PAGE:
The psychedelic sound of that gift is definitely a departure from what you were expecting, but like me, you might still find a handful of songs you really like; if you don’t, you can still appreciate Miley for staying true to her (new) lifelong mantra of You Do You-ism.
And if you’re lucky enough to live near Chicago, Detroit, Washington, D.C., New York City, Philadelphia or Boston, check her out on tour. But, don’t worry—I already have my ticket, so you don’t have to go. If you don’t live in one of America’s greatest metropolises, then you’re going to have to settle for my critique and whatever bootlegged version of the album you can find (surprisingly hard to find for a free album).
As a whole, the album is clearly an experiment. And for something that marks such a drastic departure from her previous sound, it’s no wonder her record label let her independently release it. If nothing else, the album needed much more promotion than it got. Listeners, especially fans, all suffered a massive aural shock at first play.
Good, bad, whatever, an album that changes course so dramatically from its predecessor needs to give a little advanced warning.
But, after my ears acclimatized to the new musical stratospheres Miley has reached, I found several bangerz that Smilers and novices alike could learn to love.
“Twinkle Song” brings us a soft ballad, climaxing with Miley poignantly shouting, “What does it mean?” The song highlights dulcet vocals that allow Miley’s smoker’s rasp to *coughing spasm cough spasm coughing spasm* to sneak through. If the serene piano paired with Miley’s delicate voice isn’t enough to get you in your feelings, the crooning lyrics just might: “I miss you so bad / I think I might die,” she sings, sadly. Word on the grape vine is that Miley wrote this song with the help of a dying cat telling her what to say through her dreams.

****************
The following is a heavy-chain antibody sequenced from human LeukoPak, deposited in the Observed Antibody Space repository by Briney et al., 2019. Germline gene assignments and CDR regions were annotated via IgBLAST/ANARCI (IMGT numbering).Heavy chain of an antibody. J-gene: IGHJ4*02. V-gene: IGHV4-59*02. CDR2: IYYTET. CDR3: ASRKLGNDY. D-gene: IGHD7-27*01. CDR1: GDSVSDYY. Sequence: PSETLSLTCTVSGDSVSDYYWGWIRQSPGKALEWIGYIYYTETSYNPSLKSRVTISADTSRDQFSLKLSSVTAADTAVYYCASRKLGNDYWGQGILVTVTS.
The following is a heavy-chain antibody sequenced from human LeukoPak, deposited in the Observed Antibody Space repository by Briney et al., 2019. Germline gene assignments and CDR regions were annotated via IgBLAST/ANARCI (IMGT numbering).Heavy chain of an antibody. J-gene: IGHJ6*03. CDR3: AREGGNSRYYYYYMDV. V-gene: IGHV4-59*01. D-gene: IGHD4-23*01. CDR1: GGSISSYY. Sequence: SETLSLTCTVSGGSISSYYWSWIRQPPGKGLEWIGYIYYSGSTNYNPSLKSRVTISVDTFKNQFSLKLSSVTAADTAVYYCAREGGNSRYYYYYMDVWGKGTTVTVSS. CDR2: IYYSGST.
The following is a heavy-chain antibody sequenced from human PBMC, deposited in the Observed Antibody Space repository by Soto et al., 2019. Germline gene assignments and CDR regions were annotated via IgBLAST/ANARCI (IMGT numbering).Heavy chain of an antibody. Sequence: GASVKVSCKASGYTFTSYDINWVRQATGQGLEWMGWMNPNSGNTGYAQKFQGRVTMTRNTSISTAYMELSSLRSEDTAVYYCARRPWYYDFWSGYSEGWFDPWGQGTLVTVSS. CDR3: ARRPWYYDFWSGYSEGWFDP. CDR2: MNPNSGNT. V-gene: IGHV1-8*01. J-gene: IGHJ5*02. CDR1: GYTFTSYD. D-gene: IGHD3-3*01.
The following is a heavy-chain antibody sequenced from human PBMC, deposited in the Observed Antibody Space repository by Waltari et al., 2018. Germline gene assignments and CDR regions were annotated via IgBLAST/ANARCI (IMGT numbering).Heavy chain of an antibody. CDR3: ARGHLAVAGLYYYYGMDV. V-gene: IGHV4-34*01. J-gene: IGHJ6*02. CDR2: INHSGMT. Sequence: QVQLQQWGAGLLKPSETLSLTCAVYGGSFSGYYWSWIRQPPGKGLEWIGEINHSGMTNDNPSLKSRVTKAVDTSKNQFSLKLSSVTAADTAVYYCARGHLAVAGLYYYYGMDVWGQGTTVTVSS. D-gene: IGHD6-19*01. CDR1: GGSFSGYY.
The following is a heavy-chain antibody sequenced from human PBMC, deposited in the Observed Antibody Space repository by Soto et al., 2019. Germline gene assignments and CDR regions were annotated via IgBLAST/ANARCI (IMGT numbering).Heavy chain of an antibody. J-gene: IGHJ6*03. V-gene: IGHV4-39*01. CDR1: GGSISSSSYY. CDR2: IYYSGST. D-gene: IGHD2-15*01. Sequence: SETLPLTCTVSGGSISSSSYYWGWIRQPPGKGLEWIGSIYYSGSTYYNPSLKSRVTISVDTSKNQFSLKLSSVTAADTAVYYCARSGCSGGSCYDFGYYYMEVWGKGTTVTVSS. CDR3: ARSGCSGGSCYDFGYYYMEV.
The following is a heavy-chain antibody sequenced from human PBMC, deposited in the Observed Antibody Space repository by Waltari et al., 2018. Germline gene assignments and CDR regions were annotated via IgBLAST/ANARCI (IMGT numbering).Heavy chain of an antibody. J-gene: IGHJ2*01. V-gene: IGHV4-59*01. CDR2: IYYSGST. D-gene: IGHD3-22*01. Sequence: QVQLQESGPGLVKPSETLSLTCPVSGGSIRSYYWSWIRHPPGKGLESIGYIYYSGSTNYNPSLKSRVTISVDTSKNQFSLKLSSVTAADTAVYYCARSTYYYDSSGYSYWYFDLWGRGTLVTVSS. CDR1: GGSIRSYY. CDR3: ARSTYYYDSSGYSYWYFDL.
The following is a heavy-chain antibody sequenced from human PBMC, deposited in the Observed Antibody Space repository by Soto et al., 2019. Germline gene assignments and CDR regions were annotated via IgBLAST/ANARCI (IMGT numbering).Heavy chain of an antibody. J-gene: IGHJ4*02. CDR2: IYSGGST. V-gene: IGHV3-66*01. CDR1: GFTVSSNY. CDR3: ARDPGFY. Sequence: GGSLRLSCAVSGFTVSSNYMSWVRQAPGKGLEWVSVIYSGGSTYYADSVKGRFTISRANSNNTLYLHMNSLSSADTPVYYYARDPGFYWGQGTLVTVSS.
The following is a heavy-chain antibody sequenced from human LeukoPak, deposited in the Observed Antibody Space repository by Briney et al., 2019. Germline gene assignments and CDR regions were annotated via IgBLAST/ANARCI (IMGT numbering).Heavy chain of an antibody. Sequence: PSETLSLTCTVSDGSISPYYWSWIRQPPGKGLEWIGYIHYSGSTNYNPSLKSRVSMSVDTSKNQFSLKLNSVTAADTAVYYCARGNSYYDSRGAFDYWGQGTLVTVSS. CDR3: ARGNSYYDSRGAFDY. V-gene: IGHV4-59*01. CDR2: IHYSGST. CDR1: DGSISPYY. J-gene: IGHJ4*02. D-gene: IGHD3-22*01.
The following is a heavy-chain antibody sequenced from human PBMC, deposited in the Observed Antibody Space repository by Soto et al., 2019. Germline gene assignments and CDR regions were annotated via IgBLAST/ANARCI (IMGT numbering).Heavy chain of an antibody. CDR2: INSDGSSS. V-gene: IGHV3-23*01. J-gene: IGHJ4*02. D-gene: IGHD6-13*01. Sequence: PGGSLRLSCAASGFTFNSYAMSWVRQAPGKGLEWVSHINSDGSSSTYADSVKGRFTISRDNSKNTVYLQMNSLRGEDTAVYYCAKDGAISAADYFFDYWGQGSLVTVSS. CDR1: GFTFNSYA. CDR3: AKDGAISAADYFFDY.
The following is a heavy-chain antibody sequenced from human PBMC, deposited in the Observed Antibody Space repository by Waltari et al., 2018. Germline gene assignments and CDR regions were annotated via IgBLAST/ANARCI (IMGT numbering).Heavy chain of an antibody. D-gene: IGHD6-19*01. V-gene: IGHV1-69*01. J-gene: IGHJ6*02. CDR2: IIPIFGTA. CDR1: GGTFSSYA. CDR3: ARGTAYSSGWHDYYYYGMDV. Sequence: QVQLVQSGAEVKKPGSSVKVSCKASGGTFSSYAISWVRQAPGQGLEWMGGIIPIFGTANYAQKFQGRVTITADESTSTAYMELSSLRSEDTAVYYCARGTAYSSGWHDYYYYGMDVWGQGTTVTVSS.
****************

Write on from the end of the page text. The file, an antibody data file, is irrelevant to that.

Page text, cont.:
As in Bangerz, Miley once again teamed up with Big Sean for a song. Unfortunately, “Tangerine” could not be more different than their previous collaboration. In it, Big Sean comes in at the halfway mark with several bars that fail to smoothly transition from Miley’s slow and tranquil lyrics about spaceships and shooting beams. I hate to say it, but “Tangerine” could use a little less Miley, and a little more Big Sean.
“Pablow the Blowfish,” the title a linguistic banger in itself, is one of the most heartbreaking songs in the world. That’s right, step aside, “Tears in Heaven,” “Mad World” and “Nothing Compares 2 U,” if you’re looking for a good cry, listen no further than “Pablow.” It’s a beautiful tribute to Miley’s pet blowfish that passed away (like many other animals under her care). She sings of regret, disgust over her friends eating sushi and the possibility of Pablow the Blowfish making babies with Sadie the Seahorse. She cries at the end.
And if you like a more old school, ‘80s sound, then check out “Lighter,” where Miley drops some depressing knowledge on us. “We never get to see ourselves / Sleeping peacefully next to the ones that we love.” Sigh, ain’t that the truth?
Hidden throughout this hot mess of an album, there are several songs that had the potential to be released by a label and turn a profit. “I Get So Scared,” “Lighter,” “Fweaky,” “I Forgive Yiew” and “Dooo It!” all wax less experimental and are definitely worth your time. If you’re going to give this album a try, listen to those first. If you’re not going to listen to the album, I don’t know why you read this entire review to the end.